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Reducing friction in human and machine interaction creates value

Posted on 27 June 2017 | 4:47 pm by Scott Jancy

The way that humans are interacting with technology today has changed considerably and as AI standards improve we could start to see a number of different jobs in technology slowly disappearing. Through the demands of technology today, human and machine interaction is becoming an indispensable tool in business. Here are some of the future trends that we could soon see in human machine interaction that can speed up the process of doing business in any industry:

Eye tracking technology: Through the use of VR technology and camera technology that was once using video games, eye tracking is changing the way that people are interacting with computers everywhere. The use of eye tracking technology could one day replace the task of a mouse. Although this technology is used in the multibillion-dollar videogame industry, eye tracking could eventually be used to track analytics for web use, to select actions on a pc or smartphone and more. 

The use of wearables: Human and machine interaction has become even more synchronized through the use of various wearables. Whether it's smart watches, smart glasses or even activity trackers there are a number of wearables today that track movements, look at trends as well as make life easier. Eventually, an entire smartphone may be packed up into a setup like Google Glass or a smartwatch, but for now with Bluetooth technology these devices are improving the speed of human and machine interaction.

Alexa and other AI systems: Through the use of voice-activated AI systems and predictive technology there are a number of various tasks online that could one day be taken over completely by a predictive AI. This technology is currently being used to solve math equations, create websites and more. Eventually humans may be able to put an AI to task to enhance the ability of machine interaction for the future.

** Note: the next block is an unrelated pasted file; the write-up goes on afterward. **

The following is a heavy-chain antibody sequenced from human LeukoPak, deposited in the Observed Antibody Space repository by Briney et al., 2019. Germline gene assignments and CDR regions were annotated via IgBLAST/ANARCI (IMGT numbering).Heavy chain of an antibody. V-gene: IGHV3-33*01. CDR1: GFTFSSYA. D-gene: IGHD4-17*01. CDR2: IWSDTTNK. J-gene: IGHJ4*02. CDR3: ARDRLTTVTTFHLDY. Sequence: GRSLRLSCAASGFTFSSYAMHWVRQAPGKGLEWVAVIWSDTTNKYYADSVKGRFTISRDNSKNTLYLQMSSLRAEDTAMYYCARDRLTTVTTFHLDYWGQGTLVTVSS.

As more information is gathered by machines about the behavior and patterns of people, the better an artificial intelligence will be able to anticipate what we need. But what, really, do we want a machine to do for us and how would you measure that value?

My general rule of thumb when studying technological developments is to see if the new process or solution becomes easier and faster than what was used before. It's about reducing friction.

Interaction with a machine and what it produces will become seamless when people no longer notice the time lag in a response or don't give a second thought to what the device is doing for you. People will have achieved synergy when technology feels like an extension of you or you can't imagine a time without it.

That notion came to mind yesterday as I wondered how I used to navigate through a city in a car without access to Waze. 

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